Dufferin County considering closing Jean Hamlyn Day Care Centre

December 5, 2019   ·   0 Comments

By James Matthews

Jean Hamlyn Day Care Centre patrons will learn Dec. 11 if the facility will be closed.

That’s when Dufferin County’s community services committee will further discuss, during a special meeting, the centre’s proposed June 26, 2020 closure. That would coincide with the school year’s end.

The group met Nov. 28 and heard from a throng of concerned parents who will be adversely affected by the centre’s closure. The committee deferred a decision to allow it more time to make a well-informed decision.

Laura Ryan, the committee’s chairperson and mayor of Mono, said questions about the day care centre’s viability has come up a few times since 2010. The centre’s future is in jeopardy this year because the provincial government has indicated it will bring cuts to child care funding.

The child care funding formula will change from 80 per cent from the province and 20 per cent from municipalities and counties to a 50-50 cost-share.

Every Dufferin County property owner will have to kick in an extra one per cent to the county portion of their annual tax bill to cover the Jean Hamlyn Day Care Centre, even if they don’t have a child availing of the service.

“That’s not going to go over well,” said County Warden Darren White.

According to Anna McGregor, the county’s director of community services, the Jean Hamlyn facility’s closure will allow more than $200,000 in municipal property tax levy, plus as much as $111,000 in provincial subsidy, to be redistributed to other providers annually starting in 2021.

“This would help sustain the Dufferin child care system and mitigate an anticipated increase in the municipal share of child care costs of around $352,000 between 2020 and 2021,” she outlined in a report to the committee.

For perspective, offsetting the $200,000 increase in property taxes would require at least an extra $3,000 a year for Jean Hamlyn’s 65 fulltime users. All tallied with half-day children and full-day users, the Jean Hamlyn facility serves 102 children.

Of those, 43 will “age out” by June 2020, said McGregor.

“The demand for the child care subsidy is at the highest it’s ever been,” said McGregor.

The county has undertaken a review of its programs and services to best find efficiencies. Given the review is ongoing, Orangeville resident Kaleigh Hoeg suggested closing the day care is premature.

“Are you sure you may not be able to find efficiencies elsewhere, and could we possibly delay this (closure) for a future time?” said Hoeg.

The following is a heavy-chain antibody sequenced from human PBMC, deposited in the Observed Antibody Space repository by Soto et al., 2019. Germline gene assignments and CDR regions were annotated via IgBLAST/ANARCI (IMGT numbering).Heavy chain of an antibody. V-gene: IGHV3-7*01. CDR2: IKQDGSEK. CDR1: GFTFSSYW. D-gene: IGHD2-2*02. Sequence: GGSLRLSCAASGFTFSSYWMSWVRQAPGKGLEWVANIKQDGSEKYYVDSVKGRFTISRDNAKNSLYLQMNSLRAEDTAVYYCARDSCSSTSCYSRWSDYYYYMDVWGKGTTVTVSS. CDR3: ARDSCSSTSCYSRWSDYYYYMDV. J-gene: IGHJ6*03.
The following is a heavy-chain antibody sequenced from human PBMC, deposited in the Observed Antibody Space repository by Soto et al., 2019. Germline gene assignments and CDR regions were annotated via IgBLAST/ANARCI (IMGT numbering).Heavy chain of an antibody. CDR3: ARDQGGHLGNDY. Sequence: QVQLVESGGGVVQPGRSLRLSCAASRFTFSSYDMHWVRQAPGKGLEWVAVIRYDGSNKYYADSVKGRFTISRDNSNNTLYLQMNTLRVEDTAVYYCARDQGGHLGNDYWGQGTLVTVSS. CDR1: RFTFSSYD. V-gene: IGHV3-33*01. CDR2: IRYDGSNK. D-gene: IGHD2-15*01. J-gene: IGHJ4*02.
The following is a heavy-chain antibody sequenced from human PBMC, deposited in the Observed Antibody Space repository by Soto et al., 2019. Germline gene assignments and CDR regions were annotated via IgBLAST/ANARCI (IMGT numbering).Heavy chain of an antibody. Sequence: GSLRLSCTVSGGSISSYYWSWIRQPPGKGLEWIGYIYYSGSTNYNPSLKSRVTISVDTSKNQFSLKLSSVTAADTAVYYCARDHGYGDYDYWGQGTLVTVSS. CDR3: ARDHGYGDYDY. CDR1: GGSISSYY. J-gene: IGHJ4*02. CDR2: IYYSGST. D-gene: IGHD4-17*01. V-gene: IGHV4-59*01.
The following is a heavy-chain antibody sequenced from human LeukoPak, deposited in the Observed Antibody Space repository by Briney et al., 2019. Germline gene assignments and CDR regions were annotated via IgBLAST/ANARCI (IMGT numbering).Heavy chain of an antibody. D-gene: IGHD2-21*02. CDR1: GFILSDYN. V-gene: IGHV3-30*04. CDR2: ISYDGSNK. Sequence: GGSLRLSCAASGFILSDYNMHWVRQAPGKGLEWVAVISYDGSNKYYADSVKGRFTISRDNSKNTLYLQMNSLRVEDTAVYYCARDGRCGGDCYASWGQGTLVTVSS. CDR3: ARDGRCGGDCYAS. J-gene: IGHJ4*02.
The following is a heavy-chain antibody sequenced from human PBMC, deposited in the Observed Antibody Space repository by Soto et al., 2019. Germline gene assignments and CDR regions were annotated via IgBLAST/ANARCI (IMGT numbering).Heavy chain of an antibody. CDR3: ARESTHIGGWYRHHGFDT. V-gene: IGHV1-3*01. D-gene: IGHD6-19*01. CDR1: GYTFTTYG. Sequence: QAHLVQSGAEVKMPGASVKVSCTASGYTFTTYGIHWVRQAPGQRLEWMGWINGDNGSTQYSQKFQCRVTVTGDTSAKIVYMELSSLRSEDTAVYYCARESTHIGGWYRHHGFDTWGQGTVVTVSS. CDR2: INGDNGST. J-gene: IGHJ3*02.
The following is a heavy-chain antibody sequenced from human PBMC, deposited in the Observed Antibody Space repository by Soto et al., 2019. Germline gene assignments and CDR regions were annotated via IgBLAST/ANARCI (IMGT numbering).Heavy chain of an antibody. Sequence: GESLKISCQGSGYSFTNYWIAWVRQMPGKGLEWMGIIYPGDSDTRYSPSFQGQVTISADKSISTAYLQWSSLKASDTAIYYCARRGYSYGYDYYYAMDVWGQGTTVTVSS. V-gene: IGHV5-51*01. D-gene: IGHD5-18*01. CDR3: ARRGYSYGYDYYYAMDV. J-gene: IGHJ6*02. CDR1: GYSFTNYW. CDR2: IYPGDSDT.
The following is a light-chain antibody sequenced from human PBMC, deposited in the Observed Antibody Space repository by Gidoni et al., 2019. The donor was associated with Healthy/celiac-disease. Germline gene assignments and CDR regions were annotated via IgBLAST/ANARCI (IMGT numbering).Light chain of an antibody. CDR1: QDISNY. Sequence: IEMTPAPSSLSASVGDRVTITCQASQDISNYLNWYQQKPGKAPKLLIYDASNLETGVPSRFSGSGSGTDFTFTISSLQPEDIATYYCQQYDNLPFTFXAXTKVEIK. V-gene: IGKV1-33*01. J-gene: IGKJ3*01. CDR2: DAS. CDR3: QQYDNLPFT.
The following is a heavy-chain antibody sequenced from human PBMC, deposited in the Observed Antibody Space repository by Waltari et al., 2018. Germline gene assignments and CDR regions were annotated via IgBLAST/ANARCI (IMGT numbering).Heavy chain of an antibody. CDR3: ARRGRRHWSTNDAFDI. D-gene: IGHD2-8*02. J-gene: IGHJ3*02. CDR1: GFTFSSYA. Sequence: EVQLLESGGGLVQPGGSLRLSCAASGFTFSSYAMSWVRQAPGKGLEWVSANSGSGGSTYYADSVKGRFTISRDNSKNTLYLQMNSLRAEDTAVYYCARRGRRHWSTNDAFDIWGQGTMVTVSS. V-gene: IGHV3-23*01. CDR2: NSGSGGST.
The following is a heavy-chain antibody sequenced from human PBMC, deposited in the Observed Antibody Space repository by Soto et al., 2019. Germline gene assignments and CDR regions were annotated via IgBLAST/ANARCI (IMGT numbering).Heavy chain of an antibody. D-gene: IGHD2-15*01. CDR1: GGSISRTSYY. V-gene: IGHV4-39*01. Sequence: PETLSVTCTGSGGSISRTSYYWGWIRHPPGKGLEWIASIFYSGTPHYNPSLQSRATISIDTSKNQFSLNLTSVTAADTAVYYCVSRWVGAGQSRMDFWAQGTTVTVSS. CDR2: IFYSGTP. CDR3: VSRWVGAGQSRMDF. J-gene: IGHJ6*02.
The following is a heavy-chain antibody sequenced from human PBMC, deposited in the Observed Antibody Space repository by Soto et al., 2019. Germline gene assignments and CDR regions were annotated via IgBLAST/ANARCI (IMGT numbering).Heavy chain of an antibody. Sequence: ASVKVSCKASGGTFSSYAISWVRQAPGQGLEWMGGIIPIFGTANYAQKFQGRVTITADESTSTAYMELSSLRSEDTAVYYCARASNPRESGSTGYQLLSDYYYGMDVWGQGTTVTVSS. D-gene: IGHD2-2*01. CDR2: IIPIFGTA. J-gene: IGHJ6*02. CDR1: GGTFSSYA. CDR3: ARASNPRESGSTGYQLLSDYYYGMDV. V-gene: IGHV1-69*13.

Orangeville resident Brandon Pachan asked if time could be given for affected parents to lobby the provincial government for understanding. The impacts such decisions have on families can’t be found on financial spreadsheets, he said.

Three local day cares have indicated to the county their desire to fill the void that would be created should Jean Hamlyn shutter. They are The Sunflower School, the Third Street Child Care Centre, and the YMCA of Greater Toronto.

McGregor said families who get a child care subsidy at the Jean Hamlyn Day Care Centre would be able to transfer their subsidy to a new licensed day care provider. 

County officials indicated the hole created by Jean Hamlyn’s closure could be filled by existing day cares. County-wide, Jean Hamlyn encompasses just three per cent of licensed child care spaces. There are vacancies within the system that can be availed of for each age group after the closure.

Orangeville is a commuter town with many residents commuting to jobs south in the Greater Toronto Area. John Zoltak, another Orangeville parent, said day care operators opening north of Orangeville would mean parents will have to driver to Shelburne, at least, and then back to Orangeville before further down Highway 10 to work.

“It’s not feasible,” Zoltak said.

For some parents, some of the beauty at Jean Hamlyn was they could commit to two days a week whereas many private facilities require at least a three-day minimum. For Daniel Di Cintio, that means another $400 a month ding to his household budget.

That was a sentiment echoed by many of the parents in attendance.

Aubrey Woodward was concerned about the costs of alternate day options. With the impending closure of Jean Hamlyn, it seems all the reasonably priced day care options are gone.

“It’s that fine line where I question if I should even work anymore,” said Woodward.

Operating a day care is about more than profit margins and even balancing the books.

“It’s about taking care of some of the more vulnerable members of society,” she said.


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